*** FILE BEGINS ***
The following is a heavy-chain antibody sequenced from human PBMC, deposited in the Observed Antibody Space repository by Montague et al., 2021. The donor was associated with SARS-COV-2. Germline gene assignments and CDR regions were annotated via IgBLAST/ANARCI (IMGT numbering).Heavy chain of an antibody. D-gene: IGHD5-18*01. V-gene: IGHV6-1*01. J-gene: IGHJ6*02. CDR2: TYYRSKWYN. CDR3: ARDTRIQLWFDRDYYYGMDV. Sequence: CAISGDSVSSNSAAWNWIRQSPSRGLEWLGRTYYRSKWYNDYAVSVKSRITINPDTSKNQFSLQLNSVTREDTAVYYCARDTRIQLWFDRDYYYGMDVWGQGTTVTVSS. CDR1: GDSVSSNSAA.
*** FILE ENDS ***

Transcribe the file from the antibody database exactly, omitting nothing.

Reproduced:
The following is a heavy-chain antibody sequenced from human PBMC, deposited in the Observed Antibody Space repository by Montague et al., 2021. The donor was associated with SARS-COV-2. Germline gene assignments and CDR regions were annotated via IgBLAST/ANARCI (IMGT numbering).Heavy chain of an antibody. D-gene: IGHD5-18*01. V-gene: IGHV6-1*01. J-gene: IGHJ6*02. CDR2: TYYRSKWYN. CDR3: ARDTRIQLWFDRDYYYGMDV. Sequence: CAISGDSVSSNSAAWNWIRQSPSRGLEWLGRTYYRSKWYNDYAVSVKSRITINPDTSKNQFSLQLNSVTREDTAVYYCARDTRIQLWFDRDYYYGMDVWGQGTTVTVSS. CDR1: GDSVSSNSAA.